In the Media


PUBLISHED November 29, 2012

Infringement - Appellant seeking to register trademark 'YouView'

YouView TV Ltd v Total Ltd: Chancery Division (Mr Justice Floyd): 9 November 2012

The applicant company was a joint venture between a number of well-known media and broadcasting corporations, including the BBC, ITV, BT and Channel 4, whose business was to launch a device, analogous to the Freeview set top box, that allowed reception of free-to-air digital radio and television broadcasts.

The applicant sought to register a trademark 'YouView', in six forms. Its 'YouView' box was intended to be an apparatus for television and radio reception, and would require on-board software to carry out those, and other, functions. Registration of the trademark was sought for the following description of goods in class 9: (i) apparatus for television and radio reception and (ii) software for embedding in apparatus for television and radio reception. The respondent company owned an earlier registered trademark 'Your View', including for class 9 (database programs and databases). It contended that the mark was not registrable in respect of description: (i) In respect of description (ii), the respondent objected, pursuant to section 5(2)(b) of the Trade Mark Act 1994, to the introduction of a newly worded description.

The hearing officer, sitting on behalf of the Registrar of Trade Marks, held among other things: (i) that both marks consisted of two-word phrases, which hung together as wholes; (ii) that the trade marks were orally highly similar and conceptually similar; and (iii) that there was a high degree of similarity between the applicant's apparatus for telecommunications and the respondent's telecommunications services. Accordingly, the hearing officer upheld in part, the respondent's opposition to the trademark application. In so doing, she had regard to the proposed logo for the applicant's mark. The applicant appealed against that decision.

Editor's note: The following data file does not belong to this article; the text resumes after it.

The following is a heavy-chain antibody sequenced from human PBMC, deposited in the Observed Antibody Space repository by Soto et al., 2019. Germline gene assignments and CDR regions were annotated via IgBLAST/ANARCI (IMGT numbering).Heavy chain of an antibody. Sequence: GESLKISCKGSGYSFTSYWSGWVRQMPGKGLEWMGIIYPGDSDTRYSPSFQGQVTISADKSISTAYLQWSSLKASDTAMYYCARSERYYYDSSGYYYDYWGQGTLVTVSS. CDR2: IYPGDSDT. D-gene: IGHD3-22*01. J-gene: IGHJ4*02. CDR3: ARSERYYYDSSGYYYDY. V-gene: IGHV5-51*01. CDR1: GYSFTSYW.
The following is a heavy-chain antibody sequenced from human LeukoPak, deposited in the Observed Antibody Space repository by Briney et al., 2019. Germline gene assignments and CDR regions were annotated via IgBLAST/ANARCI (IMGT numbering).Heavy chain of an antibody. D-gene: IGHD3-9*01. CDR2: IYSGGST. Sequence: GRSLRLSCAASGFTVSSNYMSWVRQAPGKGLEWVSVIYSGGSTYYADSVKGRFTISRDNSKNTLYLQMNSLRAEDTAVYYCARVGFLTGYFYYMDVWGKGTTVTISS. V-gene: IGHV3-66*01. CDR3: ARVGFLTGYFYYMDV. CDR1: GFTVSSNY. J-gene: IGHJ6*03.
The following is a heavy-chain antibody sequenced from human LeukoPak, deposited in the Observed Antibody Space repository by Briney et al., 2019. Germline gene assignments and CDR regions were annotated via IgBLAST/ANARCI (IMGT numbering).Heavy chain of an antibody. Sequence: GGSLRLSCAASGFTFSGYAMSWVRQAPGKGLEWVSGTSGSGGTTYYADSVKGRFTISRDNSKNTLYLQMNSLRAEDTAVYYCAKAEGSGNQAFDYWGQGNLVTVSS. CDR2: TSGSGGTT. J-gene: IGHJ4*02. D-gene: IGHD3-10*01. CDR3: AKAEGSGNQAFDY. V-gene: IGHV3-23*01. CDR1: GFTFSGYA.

It fell to be determined, among other things: (i) whether, as contended by the applicant, 'database' and 'database programs' should be construed to mean 'freestanding' ones so that where database software was sold for inclusion in a more complex software arrangement, it lost its character as database software at the point of sale; and (ii) whether the hearing officer had erred in principle in her approach to the comparison of the marks for the purpose of determining whether they were identical or similar. The appeal would be dismissed.

(1) If database software was being sold for inclusion in a more complex software arrangement, it did not lose its character as database software at the point of sale (see [21] of the judgment). In the instant case, the submission on behalf of the applicant that 'database' and 'database programs' should be construed to mean 'freestanding' ones would be rejected. There was no reason to limit it in that way. Once it was appreciated that the specification of the opposed mark included within its scope the notional activity of selling or supplying software for organising the data held in the database of a television or radio receiver, question (i) answered itself (see [20], [21] of the judgment).

(2) In the instant case, there had been no error of principle in the visual comparison of the marks. There was a conceptual difference, albeit a very subtle one. The hearing officer had parenthesised the words 'you/your' and it was clear that she had had that subtle difference in mind. The aural similarity was a matter for judgment and her assessment had been correct. The hearing officer had been engaged in a multifactorial assessment which her expertise ideally qualified her to undertake. There had been no error of principle in her legal approach or in the way in which she had applied it to the comparison in the instant case. She had reached a conclusion which she had been entitled to reach (see [34], [35] of the judgment). British Sugar plc v James Robertson & Sons Ltd [1996] RPC 281 considered.

Daniel Alexander QC and James Abrahams (instructed by Bristows) for the applicant; Simon Malynicz (instructed by Williams LLP) for the respondent.